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The reason being that Which? has won permission to represent UK consumers in its case against smartphone chip manufacturer Qualcomm.
According to a statement published on its website, the consumer choice brand believes Qualcomm abused its position as a key player in the sector by charging smartphone companies inflated fees to use its tech.
The Competition Appeal Tribunal has now given the greenlight for the case to be taken to trial, where Which? will represent millions of Brits in a bid to get them compensation.
Now before you get too excited, this significant sum is to be divided between 30 million customers, meaning the actual amount will be around £16.
But even so, every little helps – and you don’t need to do anything if you are eligible for the payout.
The statement reads: “We believe that Qualcomm breached competition law and cost UK consumers millions of pounds, so we are taking legal action against Qualcomm to recover the overpayments made on Apple and Samsung handsets bought since 1 October 2015.
“This type of legal action means that, if the claim succeeds, and if you’re eligible, you will automatically be included in the claim unless you tell us that you don’t want to be.
“As it stands, we estimate that, depending on the number and type of phones you have bought, you could be due around £16-17.”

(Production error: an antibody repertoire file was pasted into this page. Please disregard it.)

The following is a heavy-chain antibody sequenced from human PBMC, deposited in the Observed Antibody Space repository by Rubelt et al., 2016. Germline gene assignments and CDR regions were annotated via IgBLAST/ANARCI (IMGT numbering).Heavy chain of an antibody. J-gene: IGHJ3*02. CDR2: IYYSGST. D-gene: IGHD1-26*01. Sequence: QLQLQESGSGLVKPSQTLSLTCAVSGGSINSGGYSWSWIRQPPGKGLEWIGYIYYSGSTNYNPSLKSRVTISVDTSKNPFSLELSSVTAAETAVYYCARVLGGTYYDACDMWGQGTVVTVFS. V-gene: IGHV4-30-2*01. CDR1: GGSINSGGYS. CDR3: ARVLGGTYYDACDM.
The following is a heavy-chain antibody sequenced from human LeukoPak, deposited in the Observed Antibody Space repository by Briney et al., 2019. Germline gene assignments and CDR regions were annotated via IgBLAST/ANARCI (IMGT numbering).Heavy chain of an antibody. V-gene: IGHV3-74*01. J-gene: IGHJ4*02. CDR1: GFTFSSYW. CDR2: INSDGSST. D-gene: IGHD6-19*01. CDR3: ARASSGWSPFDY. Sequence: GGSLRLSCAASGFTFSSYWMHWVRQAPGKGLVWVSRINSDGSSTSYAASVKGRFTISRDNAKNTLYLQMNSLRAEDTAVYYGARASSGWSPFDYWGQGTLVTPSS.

If you want to find out if you’re included in the list, all you have to do is check on the claim website here, where Which? has included a provisional list of smartphones it believes to be affected.
Updates about the case will also be shared on the claim page, with a date for the trial to be set in the next few months.
Which? Chief Executive Anabel Hoult said: “We’re delighted to have secured this great result for consumers, bringing them a step closer to the nearly £500 million that we believe they are owed by Qualcomm.
“If Qualcomm has abused its market power it must be held to account. This judgement ensures that it can be.
“Which? brought this claim on behalf of millions of affected UK consumers, as it would not have been realistic for people to seek damages from the company on an individual basis.
“That’s why it’s so important that consumers can come together and claim the redress they are entitled to.”
In response to the trial getting the go-ahead, a Qualcomm spokesperson said: “We disagree with today’s ruling, though it is strictly procedural and in no way supportive of the plaintiff’s meritless assertions.
“The claims here recycle allegations in an old case brought by the Federal Trade Commission in the US, which Qualcomm won.
“The theories seen here were discredited two years ago by a unanimous panel of judges at the Ninth Circuit Court of Appeals in the US.”
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